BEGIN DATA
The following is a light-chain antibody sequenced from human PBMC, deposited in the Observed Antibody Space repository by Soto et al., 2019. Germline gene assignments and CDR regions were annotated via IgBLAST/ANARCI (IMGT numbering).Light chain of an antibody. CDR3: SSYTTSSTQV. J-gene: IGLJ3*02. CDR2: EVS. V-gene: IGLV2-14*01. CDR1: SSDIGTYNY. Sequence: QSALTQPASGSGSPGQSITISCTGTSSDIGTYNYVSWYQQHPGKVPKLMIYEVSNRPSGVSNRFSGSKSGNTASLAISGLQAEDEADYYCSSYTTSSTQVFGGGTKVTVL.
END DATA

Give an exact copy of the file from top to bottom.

The following is a light-chain antibody sequenced from human PBMC, deposited in the Observed Antibody Space repository by Soto et al., 2019. Germline gene assignments and CDR regions were annotated via IgBLAST/ANARCI (IMGT numbering).Light chain of an antibody. CDR3: SSYTTSSTQV. J-gene: IGLJ3*02. CDR2: EVS. V-gene: IGLV2-14*01. CDR1: SSDIGTYNY. Sequence: QSALTQPASGSGSPGQSITISCTGTSSDIGTYNYVSWYQQHPGKVPKLMIYEVSNRPSGVSNRFSGSKSGNTASLAISGLQAEDEADYYCSSYTTSSTQVFGGGTKVTVL.